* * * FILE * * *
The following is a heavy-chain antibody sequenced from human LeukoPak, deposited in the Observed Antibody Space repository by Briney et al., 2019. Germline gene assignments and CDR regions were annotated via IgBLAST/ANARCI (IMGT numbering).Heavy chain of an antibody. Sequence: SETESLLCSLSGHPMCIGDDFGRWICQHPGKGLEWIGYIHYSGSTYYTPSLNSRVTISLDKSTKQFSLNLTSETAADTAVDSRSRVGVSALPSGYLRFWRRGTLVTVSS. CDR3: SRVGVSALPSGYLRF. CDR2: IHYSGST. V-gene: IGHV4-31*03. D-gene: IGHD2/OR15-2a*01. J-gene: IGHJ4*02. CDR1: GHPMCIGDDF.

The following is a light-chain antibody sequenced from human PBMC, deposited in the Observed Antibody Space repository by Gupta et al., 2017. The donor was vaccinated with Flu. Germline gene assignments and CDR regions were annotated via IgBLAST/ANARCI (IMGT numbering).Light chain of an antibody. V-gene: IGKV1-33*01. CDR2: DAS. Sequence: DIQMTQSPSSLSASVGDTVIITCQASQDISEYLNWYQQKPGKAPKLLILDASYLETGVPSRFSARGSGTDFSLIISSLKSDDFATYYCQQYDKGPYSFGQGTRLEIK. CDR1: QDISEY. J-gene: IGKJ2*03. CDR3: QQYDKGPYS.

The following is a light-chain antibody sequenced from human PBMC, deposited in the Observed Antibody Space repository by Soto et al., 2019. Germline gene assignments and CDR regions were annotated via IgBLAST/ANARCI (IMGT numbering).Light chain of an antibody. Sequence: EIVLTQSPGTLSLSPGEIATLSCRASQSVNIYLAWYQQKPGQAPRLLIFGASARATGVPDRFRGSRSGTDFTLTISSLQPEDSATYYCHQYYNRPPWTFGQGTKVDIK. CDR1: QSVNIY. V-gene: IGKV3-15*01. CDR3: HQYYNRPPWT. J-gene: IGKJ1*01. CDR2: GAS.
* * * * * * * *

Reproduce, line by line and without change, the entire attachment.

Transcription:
The following is a heavy-chain antibody sequenced from human LeukoPak, deposited in the Observed Antibody Space repository by Briney et al., 2019. Germline gene assignments and CDR regions were annotated via IgBLAST/ANARCI (IMGT numbering).Heavy chain of an antibody. Sequence: SETESLLCSLSGHPMCIGDDFGRWICQHPGKGLEWIGYIHYSGSTYYTPSLNSRVTISLDKSTKQFSLNLTSETAADTAVDSRSRVGVSALPSGYLRFWRRGTLVTVSS. CDR3: SRVGVSALPSGYLRF. CDR2: IHYSGST. V-gene: IGHV4-31*03. D-gene: IGHD2/OR15-2a*01. J-gene: IGHJ4*02. CDR1: GHPMCIGDDF.

The following is a light-chain antibody sequenced from human PBMC, deposited in the Observed Antibody Space repository by Gupta et al., 2017. The donor was vaccinated with Flu. Germline gene assignments and CDR regions were annotated via IgBLAST/ANARCI (IMGT numbering).Light chain of an antibody. V-gene: IGKV1-33*01. CDR2: DAS. Sequence: DIQMTQSPSSLSASVGDTVIITCQASQDISEYLNWYQQKPGKAPKLLILDASYLETGVPSRFSARGSGTDFSLIISSLKSDDFATYYCQQYDKGPYSFGQGTRLEIK. CDR1: QDISEY. J-gene: IGKJ2*03. CDR3: QQYDKGPYS.

The following is a light-chain antibody sequenced from human PBMC, deposited in the Observed Antibody Space repository by Soto et al., 2019. Germline gene assignments and CDR regions were annotated via IgBLAST/ANARCI (IMGT numbering).Light chain of an antibody. Sequence: EIVLTQSPGTLSLSPGEIATLSCRASQSVNIYLAWYQQKPGQAPRLLIFGASARATGVPDRFRGSRSGTDFTLTISSLQPEDSATYYCHQYYNRPPWTFGQGTKVDIK. CDR1: QSVNIY. V-gene: IGKV3-15*01. CDR3: HQYYNRPPWT. J-gene: IGKJ1*01. CDR2: GAS.